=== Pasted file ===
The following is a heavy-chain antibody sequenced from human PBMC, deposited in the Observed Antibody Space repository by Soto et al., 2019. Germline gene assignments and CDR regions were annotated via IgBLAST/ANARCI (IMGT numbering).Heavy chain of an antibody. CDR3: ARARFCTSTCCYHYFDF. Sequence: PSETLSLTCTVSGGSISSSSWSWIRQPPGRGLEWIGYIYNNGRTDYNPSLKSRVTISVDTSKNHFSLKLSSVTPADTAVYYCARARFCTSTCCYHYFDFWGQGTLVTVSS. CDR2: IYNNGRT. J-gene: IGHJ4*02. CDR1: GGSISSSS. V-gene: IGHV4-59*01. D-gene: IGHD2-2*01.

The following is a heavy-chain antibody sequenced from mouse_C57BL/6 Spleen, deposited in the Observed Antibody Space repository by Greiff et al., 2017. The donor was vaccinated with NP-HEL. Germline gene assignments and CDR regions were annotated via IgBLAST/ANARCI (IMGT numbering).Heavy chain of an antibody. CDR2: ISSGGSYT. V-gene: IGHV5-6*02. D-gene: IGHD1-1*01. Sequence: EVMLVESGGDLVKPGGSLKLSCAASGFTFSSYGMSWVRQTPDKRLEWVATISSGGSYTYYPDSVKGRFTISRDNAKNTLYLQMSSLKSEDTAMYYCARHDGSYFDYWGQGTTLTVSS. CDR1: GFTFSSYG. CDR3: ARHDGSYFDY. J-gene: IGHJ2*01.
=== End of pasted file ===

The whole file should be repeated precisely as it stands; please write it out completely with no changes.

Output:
The following is a heavy-chain antibody sequenced from human PBMC, deposited in the Observed Antibody Space repository by Soto et al., 2019. Germline gene assignments and CDR regions were annotated via IgBLAST/ANARCI (IMGT numbering).Heavy chain of an antibody. CDR3: ARARFCTSTCCYHYFDF. Sequence: PSETLSLTCTVSGGSISSSSWSWIRQPPGRGLEWIGYIYNNGRTDYNPSLKSRVTISVDTSKNHFSLKLSSVTPADTAVYYCARARFCTSTCCYHYFDFWGQGTLVTVSS. CDR2: IYNNGRT. J-gene: IGHJ4*02. CDR1: GGSISSSS. V-gene: IGHV4-59*01. D-gene: IGHD2-2*01.

The following is a heavy-chain antibody sequenced from mouse_C57BL/6 Spleen, deposited in the Observed Antibody Space repository by Greiff et al., 2017. The donor was vaccinated with NP-HEL. Germline gene assignments and CDR regions were annotated via IgBLAST/ANARCI (IMGT numbering).Heavy chain of an antibody. CDR2: ISSGGSYT. V-gene: IGHV5-6*02. D-gene: IGHD1-1*01. Sequence: EVMLVESGGDLVKPGGSLKLSCAASGFTFSSYGMSWVRQTPDKRLEWVATISSGGSYTYYPDSVKGRFTISRDNAKNTLYLQMSSLKSEDTAMYYCARHDGSYFDYWGQGTTLTVSS. CDR1: GFTFSSYG. CDR3: ARHDGSYFDY. J-gene: IGHJ2*01.